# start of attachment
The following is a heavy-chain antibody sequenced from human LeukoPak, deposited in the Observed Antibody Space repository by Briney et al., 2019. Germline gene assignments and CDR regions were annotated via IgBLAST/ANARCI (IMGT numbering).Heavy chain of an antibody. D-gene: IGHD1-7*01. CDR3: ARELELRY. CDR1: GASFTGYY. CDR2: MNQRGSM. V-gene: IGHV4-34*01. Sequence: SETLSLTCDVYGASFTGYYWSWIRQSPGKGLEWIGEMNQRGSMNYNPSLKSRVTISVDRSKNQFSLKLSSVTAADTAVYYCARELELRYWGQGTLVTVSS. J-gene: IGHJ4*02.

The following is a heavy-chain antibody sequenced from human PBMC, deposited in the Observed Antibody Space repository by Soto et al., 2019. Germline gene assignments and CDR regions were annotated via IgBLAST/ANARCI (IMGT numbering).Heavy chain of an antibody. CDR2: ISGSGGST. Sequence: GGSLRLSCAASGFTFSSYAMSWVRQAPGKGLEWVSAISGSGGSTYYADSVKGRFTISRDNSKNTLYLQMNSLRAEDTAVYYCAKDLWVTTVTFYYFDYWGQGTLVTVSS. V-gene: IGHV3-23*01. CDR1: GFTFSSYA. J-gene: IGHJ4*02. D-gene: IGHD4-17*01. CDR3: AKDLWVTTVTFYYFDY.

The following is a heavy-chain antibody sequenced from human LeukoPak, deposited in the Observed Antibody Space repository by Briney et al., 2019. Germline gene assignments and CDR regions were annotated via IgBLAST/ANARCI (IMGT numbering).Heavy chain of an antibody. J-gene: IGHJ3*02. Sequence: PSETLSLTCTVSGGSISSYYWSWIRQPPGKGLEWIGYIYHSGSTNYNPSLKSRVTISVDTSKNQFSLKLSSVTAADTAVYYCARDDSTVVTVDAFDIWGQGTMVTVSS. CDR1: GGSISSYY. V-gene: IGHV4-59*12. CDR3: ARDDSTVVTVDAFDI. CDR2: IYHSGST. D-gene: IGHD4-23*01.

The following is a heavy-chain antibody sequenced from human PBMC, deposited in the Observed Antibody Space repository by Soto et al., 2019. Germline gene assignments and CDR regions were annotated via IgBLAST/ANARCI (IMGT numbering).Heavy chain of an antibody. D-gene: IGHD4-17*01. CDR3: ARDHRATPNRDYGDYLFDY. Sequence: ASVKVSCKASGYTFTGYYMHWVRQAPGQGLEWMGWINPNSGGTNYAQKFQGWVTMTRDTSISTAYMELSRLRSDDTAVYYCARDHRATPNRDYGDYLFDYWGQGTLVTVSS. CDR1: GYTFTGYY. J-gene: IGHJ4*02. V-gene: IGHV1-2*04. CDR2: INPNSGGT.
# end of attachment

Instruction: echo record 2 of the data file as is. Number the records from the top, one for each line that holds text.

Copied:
The following is a heavy-chain antibody sequenced from human PBMC, deposited in the Observed Antibody Space repository by Soto et al., 2019. Germline gene assignments and CDR regions were annotated via IgBLAST/ANARCI (IMGT numbering).Heavy chain of an antibody. CDR2: ISGSGGST. Sequence: GGSLRLSCAASGFTFSSYAMSWVRQAPGKGLEWVSAISGSGGSTYYADSVKGRFTISRDNSKNTLYLQMNSLRAEDTAVYYCAKDLWVTTVTFYYFDYWGQGTLVTVSS. V-gene: IGHV3-23*01. CDR1: GFTFSSYA. J-gene: IGHJ4*02. D-gene: IGHD4-17*01. CDR3: AKDLWVTTVTFYYFDY.